Written by: Carissa D. Siebeneck Anderson
The SBA published an important regulatory change in a December corrections notice, so it may have slipped under the radar of your normal SBA rulemaking monitoring. In a correcting amendments notice published on December 27, 2016, the SBA changed the profit distribution rules for joint ventures applicable to 8(a) joint ventures as well as joint ventures (JVs) under the All Small Business Mentor Protégé, Service-Disabled Veteran-Owned (SDVO), Women-Owned, and HUBZone small business programs. We discuss the 8(a) changes below, but they are generally applicable to the other programs.
Under the old rule, the 8(a) Participant(s) had to receive profits from the joint venture commensurate with the amount of work performed by the 8(a) Participant(s), or, in the case of a populated separate legal entity joint venture, commensurate with the share of ownership in the joint venture. The old rule required that the Joint Venture Agreement (JVA) state which of these methods would be used by the JV. Now, under the revised rule (which is already in effect), all profits must be distributed commensurate with the work performed by the 8(a) participant(s). This change is especially important because the SBA requires that the 8(a) participant(s) own at least 51% of the joint venture, while regulations require the 8(a) participant(s) to perform at least 40% of the work performed by the joint venture (performance of work requirement).
In the excerpt below from the Federal Register Notice, the SBA explains why it is making this change and why it is considered a “correction” instead of traditional rulemaking:
SBA’s 8(a) joint venture rule now states that the 8(a) Participant(s) in a joint venture must receive profits from the joint venture commensurate with the work performed by the 8(a) Participant(s). 13 CFR 124.513(c)(4). This change was necessary because under the mentor protégé program, a protégé may perform as little as 40% of the total work performed by the joint venture in aggregate. It would not make sense to require a firm to receive 51% of the profits for doing only 40% of the work. The same language that SBA corrected in the 8(a) regulations is currently in place for joint ventures under all small mentor protégé, Service-Disabled Veteran-Owned, Women-Owned, and HUBZone small business programs. SBA’s intent was for profits to be commensurate with the work performed by each member of the joint venture. These rules currently state that in the case of a separate legal entity, the firm must receive profits commensurate with their ownership interests in the joint venture, which is contrary to SBA’s intent. Consequently, SBA is correcting §§ 125.8(b)(2)(iv), 125.18(b)(2)(iv), 126.616(c)(4) and 127.506(c)(4) to the make the rules consistent with 124.513(c)(4) and across all programs.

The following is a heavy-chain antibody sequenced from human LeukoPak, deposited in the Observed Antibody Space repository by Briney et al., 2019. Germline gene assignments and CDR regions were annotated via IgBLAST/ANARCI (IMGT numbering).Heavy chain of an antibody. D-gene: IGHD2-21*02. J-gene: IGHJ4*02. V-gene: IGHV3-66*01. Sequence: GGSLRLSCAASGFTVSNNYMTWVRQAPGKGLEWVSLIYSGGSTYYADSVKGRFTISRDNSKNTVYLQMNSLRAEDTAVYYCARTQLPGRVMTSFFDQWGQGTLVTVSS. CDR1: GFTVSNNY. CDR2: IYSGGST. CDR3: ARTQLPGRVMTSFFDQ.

81 Fed. Reg. 94941, 94941 (Dec. 27, 2016). While SBA considers this to be a “correction,” it is clearly a substantive change that joint venturers need to consider in drafting their Joint Venture Agreements.
This profit-sharing mandate may prove problematic in implementation, so we recommend that the parties layout out a process for determining the percentage of work performed by each venturer, which should already be in place to monitor compliance with the internal performance of work requirements applicable to the 8(a) joint venturer. It is important to ensure that the profits distribution also takes into account not only the work performed on the contract (as in the performance of work), but also the pre- and post- performance work (which often is not included in performance of work/subcontracting limitation calculations).
While the SBA regulations do not specifically mandate a certain distribution of losses, BHBC usually recommends, in the interest of fairness and consistency, that the venturers allocate losses and other gains, deductions, etc. in the same manner that profits must be distributed.
If you have any questions about how this regulatory change will affect your business, please contact Carissa D. Siebeneck Anderson or Jon DeVore at office.